Whereas, the National Association of Home Builders reports that the average cost of a lot for a single-family home is $85,139. For builders, it’s already a hefty investment inland. Land costs keep rising in large part because of the shortage of cheap, buildable lots.
Land plays a great role in the home buying experience. The lot is around one-fourth of the sale price of a single-family home, which means a smaller lot widely decreases the price of a living area.
If it’s your first time to own a yard, there are a lot of things that you need to know if you want to keep it green and healthy. From regular mowing and watering to aerating the soil once in a while, you have quite a bit of new chores that you need to do. To help you with this task, here is our complete guide to yard maintenance for new homeowners.
Lot Size No Longer Matters
Apart from land cost, there’s been a change in buyers’ preferences related to the lot size, particularly among older Americans.
A 2018 NAHB survey revealed that 22% of home buyers had no requirement for minimum lot size, while 9% wanted at least one-eighth of an acre, and 18% preferred at least one-fourth of an acre. Generally, size didn’t matter that much for nearly half of the buyers.
But baby boomers and seniors show even less concern regarding the size of a lot. Indeed, the NAHB survey found that more than one-fourth of older buyers had no requirements regarding the minimum lot size. It also shows that those people like small lots because they have less interest in doing yard work.
Further analyzing the survey’s results, we found out that 40% of all buyers said they are willing to settle for a smaller lot to buy an affordable new home. That number was around 30% in NAHB’s 2003 survey.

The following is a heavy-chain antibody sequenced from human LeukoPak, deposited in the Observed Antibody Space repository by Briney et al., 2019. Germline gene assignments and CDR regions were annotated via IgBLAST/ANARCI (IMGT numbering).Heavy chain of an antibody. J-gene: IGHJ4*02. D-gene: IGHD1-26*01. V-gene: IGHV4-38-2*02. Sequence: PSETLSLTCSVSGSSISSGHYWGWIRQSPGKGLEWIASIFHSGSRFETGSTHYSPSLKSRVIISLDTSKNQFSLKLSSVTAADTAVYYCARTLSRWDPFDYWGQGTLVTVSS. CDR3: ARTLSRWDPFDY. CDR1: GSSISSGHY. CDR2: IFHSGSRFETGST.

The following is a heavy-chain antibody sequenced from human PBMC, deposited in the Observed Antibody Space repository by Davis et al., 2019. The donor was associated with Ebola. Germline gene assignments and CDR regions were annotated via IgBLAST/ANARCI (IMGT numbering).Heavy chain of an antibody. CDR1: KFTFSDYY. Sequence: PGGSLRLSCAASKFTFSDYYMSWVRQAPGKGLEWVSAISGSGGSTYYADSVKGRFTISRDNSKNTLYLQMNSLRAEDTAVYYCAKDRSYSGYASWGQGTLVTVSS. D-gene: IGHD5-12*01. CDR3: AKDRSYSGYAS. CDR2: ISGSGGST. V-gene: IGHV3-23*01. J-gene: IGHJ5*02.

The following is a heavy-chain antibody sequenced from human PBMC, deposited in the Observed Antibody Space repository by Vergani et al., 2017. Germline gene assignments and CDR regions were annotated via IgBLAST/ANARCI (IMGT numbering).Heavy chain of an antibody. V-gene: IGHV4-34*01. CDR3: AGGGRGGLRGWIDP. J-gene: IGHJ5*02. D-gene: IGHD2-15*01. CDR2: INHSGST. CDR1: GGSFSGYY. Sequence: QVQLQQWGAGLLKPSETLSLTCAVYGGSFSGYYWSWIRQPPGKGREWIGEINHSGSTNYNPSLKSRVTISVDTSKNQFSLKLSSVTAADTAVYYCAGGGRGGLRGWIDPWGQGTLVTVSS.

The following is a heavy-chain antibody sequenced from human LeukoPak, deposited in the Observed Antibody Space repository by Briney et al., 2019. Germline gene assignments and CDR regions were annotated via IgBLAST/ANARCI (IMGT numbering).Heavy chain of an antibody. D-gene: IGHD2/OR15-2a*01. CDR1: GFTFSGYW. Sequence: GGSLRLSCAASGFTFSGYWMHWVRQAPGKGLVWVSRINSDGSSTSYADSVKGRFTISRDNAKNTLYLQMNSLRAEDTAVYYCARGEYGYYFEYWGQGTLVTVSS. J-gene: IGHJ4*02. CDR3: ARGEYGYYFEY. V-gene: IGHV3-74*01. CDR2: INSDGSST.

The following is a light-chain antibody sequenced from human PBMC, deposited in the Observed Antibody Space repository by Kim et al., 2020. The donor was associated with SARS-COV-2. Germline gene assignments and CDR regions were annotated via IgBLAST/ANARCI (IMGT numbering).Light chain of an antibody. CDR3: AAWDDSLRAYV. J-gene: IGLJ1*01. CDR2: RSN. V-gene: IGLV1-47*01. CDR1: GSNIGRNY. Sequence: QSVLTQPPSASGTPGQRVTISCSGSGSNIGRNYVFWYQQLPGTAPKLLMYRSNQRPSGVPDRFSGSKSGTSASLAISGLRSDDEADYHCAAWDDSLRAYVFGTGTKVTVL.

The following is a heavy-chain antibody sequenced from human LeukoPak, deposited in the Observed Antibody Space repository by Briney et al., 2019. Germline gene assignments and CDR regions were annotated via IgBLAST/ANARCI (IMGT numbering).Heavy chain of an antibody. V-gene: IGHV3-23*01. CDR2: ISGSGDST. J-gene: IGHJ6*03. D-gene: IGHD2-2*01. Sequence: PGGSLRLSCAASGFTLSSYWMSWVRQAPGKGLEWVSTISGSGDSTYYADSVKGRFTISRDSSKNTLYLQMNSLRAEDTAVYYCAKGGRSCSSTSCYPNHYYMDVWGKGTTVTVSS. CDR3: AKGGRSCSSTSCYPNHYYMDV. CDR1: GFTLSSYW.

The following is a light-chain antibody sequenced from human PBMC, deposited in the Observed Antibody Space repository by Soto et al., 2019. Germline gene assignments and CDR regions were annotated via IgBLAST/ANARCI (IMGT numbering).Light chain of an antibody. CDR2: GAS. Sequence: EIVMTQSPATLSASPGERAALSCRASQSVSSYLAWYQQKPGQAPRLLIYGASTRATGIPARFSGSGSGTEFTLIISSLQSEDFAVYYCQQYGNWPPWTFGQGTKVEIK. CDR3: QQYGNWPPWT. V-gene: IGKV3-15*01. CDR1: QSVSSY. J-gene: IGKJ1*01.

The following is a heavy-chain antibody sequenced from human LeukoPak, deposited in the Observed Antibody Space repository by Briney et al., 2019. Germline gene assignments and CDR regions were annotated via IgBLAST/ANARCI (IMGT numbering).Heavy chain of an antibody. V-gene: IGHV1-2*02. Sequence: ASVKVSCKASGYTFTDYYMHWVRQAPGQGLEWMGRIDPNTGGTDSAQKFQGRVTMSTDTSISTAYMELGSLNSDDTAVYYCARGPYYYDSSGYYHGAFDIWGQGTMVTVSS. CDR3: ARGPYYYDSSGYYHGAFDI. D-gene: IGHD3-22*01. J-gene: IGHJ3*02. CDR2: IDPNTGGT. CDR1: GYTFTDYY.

Yet, it doesn’t mean that homebuyers who choose smaller lots want to make sacrifices regarding the size of their homes.
Homes Are Still Expensive
When there’s more demand for housing, it logically costs more than in a down market. Thus, as more buyers start looking for homes, the prices rise. Since 2009, land prices have almost doubled, nearly going back to their prices in 2006, according to The Wall Street Journal.
“When home prices appreciate at a fast pace, the land value increases even faster, which, in turn, increases the cost of homes higher. In order to lessen the high cost of the land value, home builders reduce the size of the lots to bring the cost of the new home down and so they can price these homes at a reasonable level,” states CoreLogic, a source of property data and analytics.
Besides, research conducted by Trulia in 2017 found that homes built in 2015 occupied 25% of the land on their certain place, while homes constructed in 1975 occupied only 14%. That is due to the shrinking of lot sizes by 36%, while home sizes grew by 15%. The approach of smaller lots and bigger houses results in shrinking yard space.
“Americans want both space and convenience, yet the land available approximately near to job centers is expensive. This approach of larger homes and smaller lots shows the understanding between what builders can profitably construct and what consumers can actually buy,” said Svenja Gudell, chief economist for real estate platform Zillow, in 2015.
Backyards are getting smaller as Americans switch preferences for larger houses. But, having small yards doesn’t mean that it cannot be functional and pleasing. However, if you have a big family and like to spend time outdoors, you’ll aspire for a bigger space. Fortunately, we were able to outline the basic reasons why today, homes come with smaller lawns than they did decades ago.
If you want to have a house with a big backyard, expect that you will have to pay more for this kind of property and that it will take you quite some time to find the house of your dreams. As we have stated in this article, the norm today is big houses with small yards. If you don’t have your own land to build your house in, you need to expect that most of the houses that you will see in the market today have these dimensions and that your future home might share these measurements, too.